Day 13-15: Wednesday-Friday. Furniture is delivered. Move out of your temporary place and into a cheap hotel ($43/night). Plead with every person you see in your future neighborhood wearing an “electricity” uniform to hook you up…to no avail.

Day 15: Friday. Go back to the electricity office. Your solicitud was approved. Now you have un contracto (a contract). Your electricity will be hooked up on Monday. Hopes dashed. Notify the cheap hotel that you will be staying until Monday morning.

Day 15-17: Friday-Sunday. Wait. Switch hotel rooms Saturday because of an electricity shortage. Go to the beach because your family needs a fun day.

Day 18: Monday. Move out of your hotel and into your apartment. Hope against all hopes that someone will turn on your electricity. Eureeka! They do! Jump for joy…and buy fans.

Furniture costs (not including dishes, fans, mosquito nets, odds and ends)
Refrigerator – 15,000 pesos, $350
Bed (queen sized) – 14,000 pesos, $325
Kid bed – 5500 pesos, $130
Stove/oven – 9000 pesos, $210
Washing machine – 8000 pesos, $190
Couch – 12,000 pesos, $280
Dining room table and chairs – 7000 pesos, $165
TV – 14,000 pesos, $325
Desk – 3000 pesos, $70

Total = 87,500 pesos, about $2035

Friday, August 1, 2014

Facing Tragedy In Search of Healing

For me, the Dominican Republic is a place of great joy and even greater pain.  Most people think of palm trees, beautiful beaches, and wonderful people when they think of the D.R.  While I do think of all those things, I also have painful flashbacks to the most tragic day of my life.  My brother-in-law drowned while he was visiting my husband and me during our Peace Corps service in the D.R. four years ago. 

I remember the feeling of sheer terror when I heard my husband shouting for help from the ocean.  I could hear the fear in his voice over the sounds of the waves crashing the shore.  I remember seeing him and his brother frantically waving their arms. 

I remember running barefoot through a stretch of palm trees in search of help…and praying. 
I remember praying. 

I remember the burning heartbreak and nauseating grief I felt when I returned to the beach and could not find either of them.  I thought we had lost them both. 

I remember the dizzy combination of relief and guilt I felt when I realized my husband was still alive…but his brother was gone. 

I remember anger.  I remember feeling the most intense anger I’ve ever felt. 
Anger at myself. At the island.  At God. 

These memories swirl around my very being and they can engulf me if I let them. So I bury them.  The more gruesome memories are buried deeper still. 

But I’m going back tomorrow.  We are going back tomorrow…and I wonder what it will feel like.  The anger and guilt have subsided, but the sadness of loss remains.  We are going back for my dissertation research, but we are also going back in search of healing.  Going back means returning to a beautiful island that feels like a second home.  It also means staring a nightmare in the face.  There is so much hurt that it often overshadows the beautiful times we shared in the Dominican Republic.  I don’t want that.  I want there to be more beautiful memories.  Deeper friendships.  More good.  So we’re going back in search of healing and happiness.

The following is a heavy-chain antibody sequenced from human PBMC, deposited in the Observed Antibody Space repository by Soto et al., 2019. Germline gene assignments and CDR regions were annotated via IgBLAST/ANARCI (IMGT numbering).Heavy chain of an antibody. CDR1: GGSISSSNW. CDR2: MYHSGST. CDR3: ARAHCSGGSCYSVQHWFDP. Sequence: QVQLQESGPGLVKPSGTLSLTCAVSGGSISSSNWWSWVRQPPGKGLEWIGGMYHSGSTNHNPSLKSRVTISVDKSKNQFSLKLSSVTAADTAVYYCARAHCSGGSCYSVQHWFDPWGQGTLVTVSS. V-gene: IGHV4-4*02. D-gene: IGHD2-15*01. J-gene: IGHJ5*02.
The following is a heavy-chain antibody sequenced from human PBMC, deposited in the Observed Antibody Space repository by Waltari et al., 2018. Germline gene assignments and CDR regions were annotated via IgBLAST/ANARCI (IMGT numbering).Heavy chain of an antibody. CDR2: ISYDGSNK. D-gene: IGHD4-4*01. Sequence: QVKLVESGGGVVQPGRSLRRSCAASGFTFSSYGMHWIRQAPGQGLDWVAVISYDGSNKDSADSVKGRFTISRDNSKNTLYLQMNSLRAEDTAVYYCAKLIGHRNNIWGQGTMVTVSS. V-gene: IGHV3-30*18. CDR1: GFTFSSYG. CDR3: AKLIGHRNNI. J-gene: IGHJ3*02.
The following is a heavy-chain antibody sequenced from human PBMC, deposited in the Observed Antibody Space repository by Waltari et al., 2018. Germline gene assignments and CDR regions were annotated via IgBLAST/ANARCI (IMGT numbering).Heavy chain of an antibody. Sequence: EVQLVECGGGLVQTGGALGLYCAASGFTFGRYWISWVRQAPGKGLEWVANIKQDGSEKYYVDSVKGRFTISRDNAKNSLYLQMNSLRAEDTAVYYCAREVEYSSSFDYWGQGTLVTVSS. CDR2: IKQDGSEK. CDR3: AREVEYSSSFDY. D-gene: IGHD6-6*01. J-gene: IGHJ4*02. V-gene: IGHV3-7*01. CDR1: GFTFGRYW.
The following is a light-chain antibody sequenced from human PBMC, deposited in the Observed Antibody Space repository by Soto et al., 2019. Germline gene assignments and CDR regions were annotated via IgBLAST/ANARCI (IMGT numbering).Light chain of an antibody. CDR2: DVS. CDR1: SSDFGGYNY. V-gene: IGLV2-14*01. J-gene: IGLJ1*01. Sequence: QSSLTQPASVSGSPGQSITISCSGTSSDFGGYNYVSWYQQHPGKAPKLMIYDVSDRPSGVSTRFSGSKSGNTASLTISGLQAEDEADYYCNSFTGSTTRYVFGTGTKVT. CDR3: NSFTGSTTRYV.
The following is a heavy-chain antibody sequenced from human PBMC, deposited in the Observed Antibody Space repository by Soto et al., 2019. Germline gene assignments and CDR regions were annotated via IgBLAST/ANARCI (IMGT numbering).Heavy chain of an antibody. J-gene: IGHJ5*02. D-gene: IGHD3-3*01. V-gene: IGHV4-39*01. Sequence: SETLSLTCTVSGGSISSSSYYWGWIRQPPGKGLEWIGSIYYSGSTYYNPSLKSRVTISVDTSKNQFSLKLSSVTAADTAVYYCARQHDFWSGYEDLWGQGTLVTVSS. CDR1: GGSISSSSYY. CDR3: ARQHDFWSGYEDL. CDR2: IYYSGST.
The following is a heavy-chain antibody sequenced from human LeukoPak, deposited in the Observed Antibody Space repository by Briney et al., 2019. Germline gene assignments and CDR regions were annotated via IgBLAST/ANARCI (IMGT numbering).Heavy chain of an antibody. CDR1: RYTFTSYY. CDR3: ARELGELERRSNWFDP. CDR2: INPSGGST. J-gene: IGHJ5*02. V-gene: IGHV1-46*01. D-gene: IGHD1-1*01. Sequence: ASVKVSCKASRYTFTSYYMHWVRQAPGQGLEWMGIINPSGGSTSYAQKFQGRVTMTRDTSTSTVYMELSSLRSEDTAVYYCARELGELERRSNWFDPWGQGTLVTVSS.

Friday, July 25, 2014

Meditation (Day 6/30): Aligning Mind and Body

My mind is completely at odds with my body.  A few days ago, someone asked how the transition period was going and I said it was going well.  She told me I seemed relaxed and I agreed that I was pretty chill about the whole thing.  Later that day, I reassessed to discover that I had headaches, a stiff neck, a sore back and my face was breaking out.  So I decided to commit to 30 days of meditation to even things out.

Disclaimer: I have a hard time with the concept of meditation. I’m an obsessive planner.  I live in the future.  The concept of thinking only of the present is not intuitive for me.  BUT, people who find healthy ways to cope with stress are much happier.  AND, sociological research suggests that men take time for themselves when they are caregivers while women don’t.  I usually like a good Zumba class or a pedicure, but since things are so all over the place, I’ll try meditating for 10 minutes a day.

Here’s why I’m skeptical of meditation:
  •          I don’t have time to sit and do nothing.
  •          It’s impossible for me to think about nothing.
  •          I don’t have a place that is calm and quiet.
  •          It seems like a bunch of hooey.

 Here’s what makes me want to try it anyway:
  •  I need to practice being focused.
  •   My partner gave me a good visual for meditation: imagine you’re on the dock of a river watching your thoughts float by.  You can have thoughts, but don’t engage them. Put your thought in the river, watch it float by, then re-focus on your breathing.
  • I pick the most quiet of the “not quiet” times/places and set an alarm on my phone for 10 minutes. I listen to the sounds (cars driving by, birds, etc), then try to re-focus on my breathing.
  • It could be hooey, but I feel a little better after 5 days.

I’ve tried mornings, afternoons, and evenings. I’ve fallen asleep. I’ve been unable to float my thoughts down the river without engaging them. I’ve been motivated only by the decision to write this post.  Some days go well and some don’t…but I’ve got 24 days left in my 30 day challenge.  Who’s with me?

*photo credit: